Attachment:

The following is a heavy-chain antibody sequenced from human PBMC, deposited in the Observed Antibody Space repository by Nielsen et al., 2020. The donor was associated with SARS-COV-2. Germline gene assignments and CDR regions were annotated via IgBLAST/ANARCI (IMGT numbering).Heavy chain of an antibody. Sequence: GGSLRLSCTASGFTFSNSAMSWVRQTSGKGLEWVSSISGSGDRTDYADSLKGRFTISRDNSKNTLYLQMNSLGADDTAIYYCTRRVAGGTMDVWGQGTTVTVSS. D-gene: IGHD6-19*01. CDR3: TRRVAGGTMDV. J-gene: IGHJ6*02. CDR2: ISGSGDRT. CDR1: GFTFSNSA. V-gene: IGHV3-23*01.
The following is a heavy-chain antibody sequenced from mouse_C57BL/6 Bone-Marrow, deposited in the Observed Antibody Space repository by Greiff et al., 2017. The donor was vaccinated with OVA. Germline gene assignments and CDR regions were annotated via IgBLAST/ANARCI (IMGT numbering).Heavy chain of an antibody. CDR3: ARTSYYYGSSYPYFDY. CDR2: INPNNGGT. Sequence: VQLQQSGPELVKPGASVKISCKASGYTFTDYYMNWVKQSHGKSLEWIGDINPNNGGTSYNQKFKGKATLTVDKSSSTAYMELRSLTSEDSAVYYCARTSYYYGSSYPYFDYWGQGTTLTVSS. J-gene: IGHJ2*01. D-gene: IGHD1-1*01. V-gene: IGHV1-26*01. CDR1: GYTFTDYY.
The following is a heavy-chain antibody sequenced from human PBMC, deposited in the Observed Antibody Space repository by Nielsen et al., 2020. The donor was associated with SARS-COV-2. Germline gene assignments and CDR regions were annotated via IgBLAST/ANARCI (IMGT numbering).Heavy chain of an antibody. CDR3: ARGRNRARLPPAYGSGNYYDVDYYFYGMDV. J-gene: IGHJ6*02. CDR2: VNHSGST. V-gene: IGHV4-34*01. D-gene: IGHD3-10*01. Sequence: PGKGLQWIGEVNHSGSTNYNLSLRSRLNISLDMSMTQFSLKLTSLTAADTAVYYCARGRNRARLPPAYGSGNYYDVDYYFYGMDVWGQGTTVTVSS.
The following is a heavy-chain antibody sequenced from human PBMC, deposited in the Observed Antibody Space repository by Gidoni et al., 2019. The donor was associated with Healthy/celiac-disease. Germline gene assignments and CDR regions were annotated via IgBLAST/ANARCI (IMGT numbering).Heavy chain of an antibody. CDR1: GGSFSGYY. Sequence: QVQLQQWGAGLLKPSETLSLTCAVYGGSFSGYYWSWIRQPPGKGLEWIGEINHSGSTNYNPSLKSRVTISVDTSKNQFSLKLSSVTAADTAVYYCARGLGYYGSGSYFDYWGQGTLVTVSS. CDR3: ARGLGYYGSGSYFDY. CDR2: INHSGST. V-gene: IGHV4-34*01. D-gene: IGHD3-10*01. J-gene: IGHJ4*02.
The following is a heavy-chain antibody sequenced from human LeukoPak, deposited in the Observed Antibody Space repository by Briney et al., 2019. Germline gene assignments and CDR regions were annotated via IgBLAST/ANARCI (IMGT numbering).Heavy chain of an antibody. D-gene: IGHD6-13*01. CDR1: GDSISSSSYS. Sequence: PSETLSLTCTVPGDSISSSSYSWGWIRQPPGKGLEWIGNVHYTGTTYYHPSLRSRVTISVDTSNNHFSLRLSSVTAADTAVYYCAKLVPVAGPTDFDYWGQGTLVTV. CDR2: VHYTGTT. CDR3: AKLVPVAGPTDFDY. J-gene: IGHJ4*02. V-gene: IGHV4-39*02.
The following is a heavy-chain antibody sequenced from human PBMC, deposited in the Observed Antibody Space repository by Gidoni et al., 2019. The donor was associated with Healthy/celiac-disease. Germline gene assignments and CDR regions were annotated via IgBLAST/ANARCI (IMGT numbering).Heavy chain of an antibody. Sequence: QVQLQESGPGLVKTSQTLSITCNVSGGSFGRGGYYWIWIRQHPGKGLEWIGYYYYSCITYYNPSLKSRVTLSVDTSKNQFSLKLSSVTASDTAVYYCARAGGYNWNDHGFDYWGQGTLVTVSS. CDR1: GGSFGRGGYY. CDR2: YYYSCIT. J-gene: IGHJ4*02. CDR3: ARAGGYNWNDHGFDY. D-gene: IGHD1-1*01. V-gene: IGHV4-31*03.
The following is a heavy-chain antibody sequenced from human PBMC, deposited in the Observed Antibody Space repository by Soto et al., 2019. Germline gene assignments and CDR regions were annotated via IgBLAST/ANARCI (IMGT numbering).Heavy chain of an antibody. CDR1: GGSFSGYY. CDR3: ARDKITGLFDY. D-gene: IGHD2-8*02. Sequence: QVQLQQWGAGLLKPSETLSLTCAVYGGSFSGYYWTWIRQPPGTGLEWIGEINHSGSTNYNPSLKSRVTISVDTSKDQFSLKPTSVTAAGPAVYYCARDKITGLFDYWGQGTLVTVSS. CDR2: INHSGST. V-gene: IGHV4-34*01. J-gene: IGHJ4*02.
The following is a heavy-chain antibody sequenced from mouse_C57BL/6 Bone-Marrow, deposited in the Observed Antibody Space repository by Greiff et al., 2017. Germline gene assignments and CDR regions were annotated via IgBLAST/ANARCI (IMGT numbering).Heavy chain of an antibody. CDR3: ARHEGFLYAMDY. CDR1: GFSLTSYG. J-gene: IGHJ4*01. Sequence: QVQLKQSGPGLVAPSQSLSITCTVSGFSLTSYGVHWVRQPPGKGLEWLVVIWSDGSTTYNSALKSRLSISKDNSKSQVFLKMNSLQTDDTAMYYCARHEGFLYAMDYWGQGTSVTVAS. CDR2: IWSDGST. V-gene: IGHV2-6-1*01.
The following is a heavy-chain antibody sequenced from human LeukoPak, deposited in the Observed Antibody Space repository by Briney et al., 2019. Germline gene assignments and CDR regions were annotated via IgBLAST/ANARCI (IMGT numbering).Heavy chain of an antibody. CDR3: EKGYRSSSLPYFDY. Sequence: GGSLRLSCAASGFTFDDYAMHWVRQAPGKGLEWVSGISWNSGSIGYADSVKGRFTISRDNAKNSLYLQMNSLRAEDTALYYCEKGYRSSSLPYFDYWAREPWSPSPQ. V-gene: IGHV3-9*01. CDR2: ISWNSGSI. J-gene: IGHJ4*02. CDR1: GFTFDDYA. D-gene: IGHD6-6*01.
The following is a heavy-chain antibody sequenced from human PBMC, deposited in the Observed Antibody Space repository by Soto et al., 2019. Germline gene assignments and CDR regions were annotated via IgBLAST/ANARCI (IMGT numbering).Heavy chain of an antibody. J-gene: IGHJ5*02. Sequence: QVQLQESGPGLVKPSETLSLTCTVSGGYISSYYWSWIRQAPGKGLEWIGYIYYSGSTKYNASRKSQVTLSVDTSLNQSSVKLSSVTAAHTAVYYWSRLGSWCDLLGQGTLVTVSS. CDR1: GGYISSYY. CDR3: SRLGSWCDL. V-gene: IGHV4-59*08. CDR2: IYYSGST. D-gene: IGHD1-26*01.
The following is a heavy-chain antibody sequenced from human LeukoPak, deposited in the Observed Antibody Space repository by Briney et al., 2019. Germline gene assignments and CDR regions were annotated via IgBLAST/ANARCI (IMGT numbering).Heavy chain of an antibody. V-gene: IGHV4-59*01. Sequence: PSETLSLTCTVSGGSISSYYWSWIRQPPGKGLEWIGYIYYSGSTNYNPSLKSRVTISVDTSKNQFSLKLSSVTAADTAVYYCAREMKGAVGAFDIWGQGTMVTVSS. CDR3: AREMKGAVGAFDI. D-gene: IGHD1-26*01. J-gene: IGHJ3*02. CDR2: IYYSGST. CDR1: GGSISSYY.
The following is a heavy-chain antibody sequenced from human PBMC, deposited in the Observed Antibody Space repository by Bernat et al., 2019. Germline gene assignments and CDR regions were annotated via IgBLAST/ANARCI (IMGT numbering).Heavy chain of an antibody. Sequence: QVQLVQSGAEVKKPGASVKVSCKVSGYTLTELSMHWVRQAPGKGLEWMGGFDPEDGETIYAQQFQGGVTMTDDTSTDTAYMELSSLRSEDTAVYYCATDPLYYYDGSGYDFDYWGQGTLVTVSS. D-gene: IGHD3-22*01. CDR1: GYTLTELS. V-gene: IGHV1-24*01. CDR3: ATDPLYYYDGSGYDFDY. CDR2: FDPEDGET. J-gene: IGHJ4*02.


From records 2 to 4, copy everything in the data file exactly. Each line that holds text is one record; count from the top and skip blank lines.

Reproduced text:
The following is a heavy-chain antibody sequenced from mouse_C57BL/6 Bone-Marrow, deposited in the Observed Antibody Space repository by Greiff et al., 2017. The donor was vaccinated with OVA. Germline gene assignments and CDR regions were annotated via IgBLAST/ANARCI (IMGT numbering).Heavy chain of an antibody. CDR3: ARTSYYYGSSYPYFDY. CDR2: INPNNGGT. Sequence: VQLQQSGPELVKPGASVKISCKASGYTFTDYYMNWVKQSHGKSLEWIGDINPNNGGTSYNQKFKGKATLTVDKSSSTAYMELRSLTSEDSAVYYCARTSYYYGSSYPYFDYWGQGTTLTVSS. J-gene: IGHJ2*01. D-gene: IGHD1-1*01. V-gene: IGHV1-26*01. CDR1: GYTFTDYY.
The following is a heavy-chain antibody sequenced from human PBMC, deposited in the Observed Antibody Space repository by Nielsen et al., 2020. The donor was associated with SARS-COV-2. Germline gene assignments and CDR regions were annotated via IgBLAST/ANARCI (IMGT numbering).Heavy chain of an antibody. CDR3: ARGRNRARLPPAYGSGNYYDVDYYFYGMDV. J-gene: IGHJ6*02. CDR2: VNHSGST. V-gene: IGHV4-34*01. D-gene: IGHD3-10*01. Sequence: PGKGLQWIGEVNHSGSTNYNLSLRSRLNISLDMSMTQFSLKLTSLTAADTAVYYCARGRNRARLPPAYGSGNYYDVDYYFYGMDVWGQGTTVTVSS.
The following is a heavy-chain antibody sequenced from human PBMC, deposited in the Observed Antibody Space repository by Gidoni et al., 2019. The donor was associated with Healthy/celiac-disease. Germline gene assignments and CDR regions were annotated via IgBLAST/ANARCI (IMGT numbering).Heavy chain of an antibody. CDR1: GGSFSGYY. Sequence: QVQLQQWGAGLLKPSETLSLTCAVYGGSFSGYYWSWIRQPPGKGLEWIGEINHSGSTNYNPSLKSRVTISVDTSKNQFSLKLSSVTAADTAVYYCARGLGYYGSGSYFDYWGQGTLVTVSS. CDR3: ARGLGYYGSGSYFDY. CDR2: INHSGST. V-gene: IGHV4-34*01. D-gene: IGHD3-10*01. J-gene: IGHJ4*02.